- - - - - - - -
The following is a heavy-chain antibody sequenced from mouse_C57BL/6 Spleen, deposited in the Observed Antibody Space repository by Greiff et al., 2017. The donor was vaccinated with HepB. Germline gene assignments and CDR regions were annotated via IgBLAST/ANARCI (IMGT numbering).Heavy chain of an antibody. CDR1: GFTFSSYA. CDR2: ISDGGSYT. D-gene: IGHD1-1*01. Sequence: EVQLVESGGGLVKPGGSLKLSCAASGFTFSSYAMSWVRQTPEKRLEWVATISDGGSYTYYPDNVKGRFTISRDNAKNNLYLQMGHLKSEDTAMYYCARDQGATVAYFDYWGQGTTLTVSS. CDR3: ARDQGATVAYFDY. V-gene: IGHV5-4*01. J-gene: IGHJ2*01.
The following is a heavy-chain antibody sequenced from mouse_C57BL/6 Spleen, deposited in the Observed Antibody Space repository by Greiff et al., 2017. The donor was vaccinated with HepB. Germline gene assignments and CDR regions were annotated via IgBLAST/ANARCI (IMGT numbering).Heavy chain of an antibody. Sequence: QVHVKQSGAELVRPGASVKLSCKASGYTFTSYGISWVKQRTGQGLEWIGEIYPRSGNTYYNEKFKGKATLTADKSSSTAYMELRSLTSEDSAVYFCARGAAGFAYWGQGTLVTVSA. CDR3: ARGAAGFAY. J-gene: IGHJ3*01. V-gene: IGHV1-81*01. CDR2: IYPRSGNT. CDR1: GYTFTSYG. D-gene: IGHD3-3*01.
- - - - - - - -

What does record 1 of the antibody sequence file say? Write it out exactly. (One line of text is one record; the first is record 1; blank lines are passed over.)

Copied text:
The following is a heavy-chain antibody sequenced from mouse_C57BL/6 Spleen, deposited in the Observed Antibody Space repository by Greiff et al., 2017. The donor was vaccinated with HepB. Germline gene assignments and CDR regions were annotated via IgBLAST/ANARCI (IMGT numbering).Heavy chain of an antibody. CDR1: GFTFSSYA. CDR2: ISDGGSYT. D-gene: IGHD1-1*01. Sequence: EVQLVESGGGLVKPGGSLKLSCAASGFTFSSYAMSWVRQTPEKRLEWVATISDGGSYTYYPDNVKGRFTISRDNAKNNLYLQMGHLKSEDTAMYYCARDQGATVAYFDYWGQGTTLTVSS. CDR3: ARDQGATVAYFDY. V-gene: IGHV5-4*01. J-gene: IGHJ2*01.